Archive for January, 2010

HSR in Our Town

January 29, 2010

There’s some train tracks in our neighborhood. They’re not used very much. Just to haul coal or slag a few times a day. Every year around this time they seem to be doing some routine maintenance but this year they seemed to be doing a little more than usual.  Instead of just replacing a few scattered ties, they have been replacing sections.  And then the other day I saw that they were clearing brushy box elder trees that had grown up in the margin of the right-of-way, just inside the fence that separates the ROW from the neighborhood park.

Future Midwestern High Speed Rail Corridor

Well, this morning as I took my first sip of coffee, they announced on the radio that we were getting a high speed rail line.  Not just in my state, but 200ft from my front door.  Am I happy? Oh yeah.  I’ll probably reconsider walking the dog along the tracks when it is built but that’s a sacrifice I can make.


Ice Dams, Ho!

January 29, 2010

Because my eyes had been fixed on the ice block falling towards my head, I didn’t see my wife pull into the driveway to witness me knocking the block loose with a shovel and then jumping aside.  I did look up to see her sitting in her car with an astonished look on her face.  One that communicated something between “What an idiot!” and “What a jackass!” 

We have a one and a half story house that turns out to have some insulation problems in the roof. Specifically, in the area that spans between the kneewalls in the little upstairs bedrooms and above the soffits, where the roof comes down to meet the gutter.  This poor insulation created a warm roof that slowly melted the +2 feet of snow that fell on the roof in December. However, when it melted, it did not drain down the gutter; rather it pooled up and created a block of ice over a foot thick that sat on the gutter for the length of the house.  An ice dam completely tore off a gutter of one neighbor’s house. And another neighbor faced the worst case scenario where the gradually melting water gradually backed up under the shingles and gradually seeped down the insides of the walls of his house which abruptly cost him and his wife $7000.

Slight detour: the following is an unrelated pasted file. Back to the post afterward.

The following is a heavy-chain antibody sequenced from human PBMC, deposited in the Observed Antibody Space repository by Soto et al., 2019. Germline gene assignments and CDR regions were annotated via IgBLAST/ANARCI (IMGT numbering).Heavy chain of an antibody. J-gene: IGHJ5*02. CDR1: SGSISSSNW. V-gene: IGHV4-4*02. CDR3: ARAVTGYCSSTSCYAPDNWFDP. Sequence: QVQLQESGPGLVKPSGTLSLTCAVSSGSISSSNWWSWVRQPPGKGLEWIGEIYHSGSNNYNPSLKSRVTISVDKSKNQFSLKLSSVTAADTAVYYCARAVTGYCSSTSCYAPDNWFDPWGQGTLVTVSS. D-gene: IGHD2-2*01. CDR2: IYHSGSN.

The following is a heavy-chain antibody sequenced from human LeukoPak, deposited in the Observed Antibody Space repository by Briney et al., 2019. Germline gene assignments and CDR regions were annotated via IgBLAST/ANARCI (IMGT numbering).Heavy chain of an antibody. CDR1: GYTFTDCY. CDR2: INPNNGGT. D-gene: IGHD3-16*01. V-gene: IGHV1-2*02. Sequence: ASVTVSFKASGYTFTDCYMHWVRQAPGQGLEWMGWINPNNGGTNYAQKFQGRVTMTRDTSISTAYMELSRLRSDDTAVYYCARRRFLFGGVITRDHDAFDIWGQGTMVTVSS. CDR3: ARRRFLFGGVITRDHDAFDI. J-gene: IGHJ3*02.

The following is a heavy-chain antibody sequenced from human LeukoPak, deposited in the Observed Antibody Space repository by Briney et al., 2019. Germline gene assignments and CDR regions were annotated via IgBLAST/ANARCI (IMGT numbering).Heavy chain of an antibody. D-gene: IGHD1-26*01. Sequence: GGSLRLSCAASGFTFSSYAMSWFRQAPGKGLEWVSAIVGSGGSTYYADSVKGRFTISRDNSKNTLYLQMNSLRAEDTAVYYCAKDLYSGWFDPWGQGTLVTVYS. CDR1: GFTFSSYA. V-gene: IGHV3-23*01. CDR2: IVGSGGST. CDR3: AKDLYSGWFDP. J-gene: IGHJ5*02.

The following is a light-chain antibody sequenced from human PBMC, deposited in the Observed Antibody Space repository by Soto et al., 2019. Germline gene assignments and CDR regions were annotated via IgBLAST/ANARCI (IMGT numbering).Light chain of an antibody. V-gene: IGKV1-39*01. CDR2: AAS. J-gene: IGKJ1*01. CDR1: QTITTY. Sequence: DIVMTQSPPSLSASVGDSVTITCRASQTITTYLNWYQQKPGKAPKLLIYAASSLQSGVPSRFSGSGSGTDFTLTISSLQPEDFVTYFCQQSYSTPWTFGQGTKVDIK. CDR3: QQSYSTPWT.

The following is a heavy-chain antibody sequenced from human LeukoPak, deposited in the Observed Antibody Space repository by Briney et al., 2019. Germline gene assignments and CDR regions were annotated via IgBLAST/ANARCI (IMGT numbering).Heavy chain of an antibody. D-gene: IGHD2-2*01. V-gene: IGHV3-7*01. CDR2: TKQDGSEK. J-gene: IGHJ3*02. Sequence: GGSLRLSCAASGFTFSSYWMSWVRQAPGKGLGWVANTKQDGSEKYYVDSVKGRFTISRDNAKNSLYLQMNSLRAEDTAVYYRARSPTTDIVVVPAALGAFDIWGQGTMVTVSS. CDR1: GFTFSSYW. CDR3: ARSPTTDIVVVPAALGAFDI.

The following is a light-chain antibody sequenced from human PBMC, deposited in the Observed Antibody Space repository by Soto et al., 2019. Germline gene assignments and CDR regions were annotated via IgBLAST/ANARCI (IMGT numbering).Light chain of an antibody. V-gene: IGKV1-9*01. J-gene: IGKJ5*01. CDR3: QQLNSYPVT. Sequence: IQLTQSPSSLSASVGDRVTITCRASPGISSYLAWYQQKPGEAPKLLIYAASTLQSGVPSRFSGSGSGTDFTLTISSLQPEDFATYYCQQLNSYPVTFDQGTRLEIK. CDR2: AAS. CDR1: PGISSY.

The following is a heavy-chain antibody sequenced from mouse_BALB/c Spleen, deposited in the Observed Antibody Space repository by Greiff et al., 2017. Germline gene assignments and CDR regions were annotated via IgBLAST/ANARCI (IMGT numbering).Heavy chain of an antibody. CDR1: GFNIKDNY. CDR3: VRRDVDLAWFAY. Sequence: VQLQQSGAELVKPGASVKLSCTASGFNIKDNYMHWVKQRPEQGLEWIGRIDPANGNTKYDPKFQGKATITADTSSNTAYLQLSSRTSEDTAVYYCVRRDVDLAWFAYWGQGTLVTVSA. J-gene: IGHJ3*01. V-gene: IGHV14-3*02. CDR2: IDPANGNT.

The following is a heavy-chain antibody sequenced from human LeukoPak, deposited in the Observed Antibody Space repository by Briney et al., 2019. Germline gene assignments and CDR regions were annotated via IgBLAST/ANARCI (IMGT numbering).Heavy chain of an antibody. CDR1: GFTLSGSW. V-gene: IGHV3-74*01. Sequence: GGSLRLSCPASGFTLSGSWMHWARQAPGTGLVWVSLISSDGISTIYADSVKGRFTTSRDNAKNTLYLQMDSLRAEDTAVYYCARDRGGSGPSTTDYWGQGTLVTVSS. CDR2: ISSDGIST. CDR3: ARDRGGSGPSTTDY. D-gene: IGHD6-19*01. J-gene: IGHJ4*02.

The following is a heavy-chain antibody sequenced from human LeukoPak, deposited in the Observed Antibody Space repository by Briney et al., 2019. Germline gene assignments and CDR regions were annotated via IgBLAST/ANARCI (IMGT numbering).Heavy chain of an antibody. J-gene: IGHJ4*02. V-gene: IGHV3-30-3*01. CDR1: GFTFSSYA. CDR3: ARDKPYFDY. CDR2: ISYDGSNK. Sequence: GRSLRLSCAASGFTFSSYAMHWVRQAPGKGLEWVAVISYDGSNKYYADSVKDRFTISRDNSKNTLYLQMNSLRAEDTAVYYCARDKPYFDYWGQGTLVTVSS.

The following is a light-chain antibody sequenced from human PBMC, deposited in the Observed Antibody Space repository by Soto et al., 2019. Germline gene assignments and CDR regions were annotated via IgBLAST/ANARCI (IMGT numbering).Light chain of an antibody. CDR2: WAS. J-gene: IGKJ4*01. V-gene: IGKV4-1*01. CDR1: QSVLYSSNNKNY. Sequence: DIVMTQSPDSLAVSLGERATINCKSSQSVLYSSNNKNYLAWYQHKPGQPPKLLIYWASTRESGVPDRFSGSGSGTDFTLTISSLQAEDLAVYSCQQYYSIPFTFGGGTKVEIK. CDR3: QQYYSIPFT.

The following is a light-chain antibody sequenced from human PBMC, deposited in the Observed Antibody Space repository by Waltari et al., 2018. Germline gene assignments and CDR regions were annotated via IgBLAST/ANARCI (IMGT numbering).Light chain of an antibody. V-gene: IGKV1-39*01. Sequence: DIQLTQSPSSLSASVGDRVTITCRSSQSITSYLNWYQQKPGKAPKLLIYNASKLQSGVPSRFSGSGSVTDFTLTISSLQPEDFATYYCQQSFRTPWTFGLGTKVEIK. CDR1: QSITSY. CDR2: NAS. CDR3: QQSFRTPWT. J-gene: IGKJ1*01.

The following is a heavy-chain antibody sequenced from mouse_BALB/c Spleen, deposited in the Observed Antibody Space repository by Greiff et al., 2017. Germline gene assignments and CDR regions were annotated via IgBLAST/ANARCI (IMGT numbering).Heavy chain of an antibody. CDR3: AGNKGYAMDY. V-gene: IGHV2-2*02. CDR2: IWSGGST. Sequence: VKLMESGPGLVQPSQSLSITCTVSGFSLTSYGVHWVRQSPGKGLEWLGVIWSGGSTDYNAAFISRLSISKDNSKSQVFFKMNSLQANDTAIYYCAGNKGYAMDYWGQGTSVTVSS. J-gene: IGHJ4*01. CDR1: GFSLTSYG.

Yesterday, I had a home energy efficiency expert, Mike, perform an audit on our house and it was a fascinating experience.  Mike started by asking me about the house, how long we planned to live here and what our goals for the house are.  Then he hooked up the blower door fan which blew air out of the house and pulled air into the house via cracks and holes.  It turns out the house is actually pretty well- sealed but there is definitely room for improvement in some odd places I never would have found like along the beam that bisects the kitchen ceiling.  See, half the kitchen was an addition and the beam covers the juncture where addition meets the old part of the house.  I guess they ran out of caulk.

While the blower door test finds the cracks, the infrared sensor allowed us to see the cold spots in the walls where the insulation was insufficient.  I was excited to learn that we don’t need to spend a couple grand on getting insulation blown in between all the studs in the house.  I was also disappointed to learn that the walls weren’t stuffed with long-forgotten cash from a former owner.

Mike did some other cool stuff and I should be getting a report in a few weeks that will prioritize some improvements based on performance and return-on-investment and provide some references of qualified contractors.  I think anybody with an older house could really benefit from getting one of these performed and it sounds like there’s going to be some federal incentives for folks to get these done. Go for it.  And then you won’t have to knock ice dams off your roof.

X-Mas trees, Voles, Owls, and Spruces

January 16, 2010

This was the first year that we decided to put up a Christmas tree so the four of us (wife, baby, dog and I) walked over to the neighborhood nursery and picked out a small Frasier fir. Small enough for me to carry home and small enough to not overwhelm our family room.  When it came time to dispose of the tree I decided to cut the limbs off and throw onto the pile of branches etc. behind the garage thinking this could provide some cover for some small mammal, some safe access to the sub-nivean space.  To the city’s credit, they have two collection periods and drive around chipping on-site which seems to make a lot of sense to me. Then all the chipped material goes back to the giant mulch piles which the city opens to the public throughout the growing season.